What is Success for a Writer?

Last night I watched a movie with Philip Seymour Hoffman, and I couldn’t help but mourn this incredible actor yet again. He had the uncanny ability to breathe life into the smallest of roles as if by magic. The reality, however, is that Hoffman worked very, very hard.

Because actors are artists, too, we writers can learn from our thespian friends. Even though Hoffman died so tragically and far too young, I am forever grateful for his shrewd words. “Success isn’t what makes you happy. It really isn’t. Success is doing what makes you happy and doing good work and hopefully having a fruitful life. If I’ve felt like I’ve done good work, that makes me happy.”

The beloved poet Maya Angelou had similar thoughts. “Success is liking yourself, liking what you do, and liking how you do it.”

Let these wise words guide you in your work. While it’s wonderful to be published and even win a prize in a contest, these are ephemeral moments at best. A life devoted to words offers many smaller and more enduring rewards. Such as nudging an exciting new word into your writing vocabulary. Getting over that pesky little hump in your current project. Savoring the words of another writer, you know what I mean, the book waiting for you on your nightstand.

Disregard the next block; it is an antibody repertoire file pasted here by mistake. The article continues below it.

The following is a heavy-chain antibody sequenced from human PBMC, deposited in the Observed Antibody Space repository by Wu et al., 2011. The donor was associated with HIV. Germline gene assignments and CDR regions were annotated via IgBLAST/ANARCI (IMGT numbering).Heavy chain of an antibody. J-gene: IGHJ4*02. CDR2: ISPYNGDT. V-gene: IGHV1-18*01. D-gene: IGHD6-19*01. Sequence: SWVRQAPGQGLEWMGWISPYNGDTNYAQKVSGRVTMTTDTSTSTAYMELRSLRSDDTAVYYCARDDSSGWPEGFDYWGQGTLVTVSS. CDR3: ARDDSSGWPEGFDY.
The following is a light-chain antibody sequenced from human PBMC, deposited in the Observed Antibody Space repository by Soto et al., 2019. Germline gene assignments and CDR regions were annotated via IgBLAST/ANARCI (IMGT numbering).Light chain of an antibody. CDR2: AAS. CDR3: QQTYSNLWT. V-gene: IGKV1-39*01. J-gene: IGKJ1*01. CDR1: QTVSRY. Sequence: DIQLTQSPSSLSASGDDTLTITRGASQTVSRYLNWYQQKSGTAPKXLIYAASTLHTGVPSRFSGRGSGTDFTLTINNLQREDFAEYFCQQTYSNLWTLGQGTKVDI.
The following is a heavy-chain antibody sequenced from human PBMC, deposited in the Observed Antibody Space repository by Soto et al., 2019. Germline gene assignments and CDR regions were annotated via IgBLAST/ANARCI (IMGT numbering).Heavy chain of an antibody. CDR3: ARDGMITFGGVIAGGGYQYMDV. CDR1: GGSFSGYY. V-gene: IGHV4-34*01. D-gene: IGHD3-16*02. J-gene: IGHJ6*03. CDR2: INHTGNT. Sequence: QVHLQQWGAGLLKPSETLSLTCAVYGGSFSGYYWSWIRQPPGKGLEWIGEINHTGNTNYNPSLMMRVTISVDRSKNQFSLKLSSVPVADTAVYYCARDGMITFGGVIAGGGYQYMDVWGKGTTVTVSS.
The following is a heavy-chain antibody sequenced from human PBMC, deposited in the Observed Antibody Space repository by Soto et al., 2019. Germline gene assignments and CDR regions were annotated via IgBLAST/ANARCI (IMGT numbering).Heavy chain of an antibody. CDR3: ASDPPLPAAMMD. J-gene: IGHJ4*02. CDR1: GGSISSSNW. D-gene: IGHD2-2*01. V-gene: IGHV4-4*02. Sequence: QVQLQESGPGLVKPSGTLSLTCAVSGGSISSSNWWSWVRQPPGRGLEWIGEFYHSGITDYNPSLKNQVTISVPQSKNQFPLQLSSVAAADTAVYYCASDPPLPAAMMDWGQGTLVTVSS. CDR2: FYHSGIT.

Yesterday a fellow writer, much more talented than me, followed me back on Twitter. Bliss indeed. That didn’t just make my day, it made my year. And 2022 is still young….

The list goes on and on. So let me ask you, writer friends. What made you happy today?

What’s On My Bookshelf: Part 2

As promised, I’m following up with the final great book on my summer reading list.

Ever wondered what goes on in the right side of your brain? If so, you must read Imagine by Rhodes Scholar Jonah Lehrer. If you’ve ever thought that creativity was held hostage by the gods, this book is for you. By breaking down the long-held mystery of creativity, Lehrer shows us that this power is within the reach of everyone.

He also shows that cultivating creativity takes work (and frequently, collaboration), but the examples he provides (from the invention of the Swiffer Wetjet to the songs of Bob Dylan) are compelling and inspirational.

Stumped? Take a warm shower or take your dog for a walk. Lehrer convincingly argues that taking a break from the issues that are puzzling you gives you the opportunity to let your right hemisphere do the heavy lifting, and presto, you may just hit upon a solution.

This book was a gift from Tonya, my childhood friend-muse-fellow artist. It was so good that she didn’t just pass along her own book; she saved her own copy for herself and bought me my own (bless her.) Although this book is filled with literary examples, this book isn’t just for writers. It’s for anyone who needs a fresh look at life. And the great news is that the secrets to life and the dilemmas that puzzle us all might just be in our heads!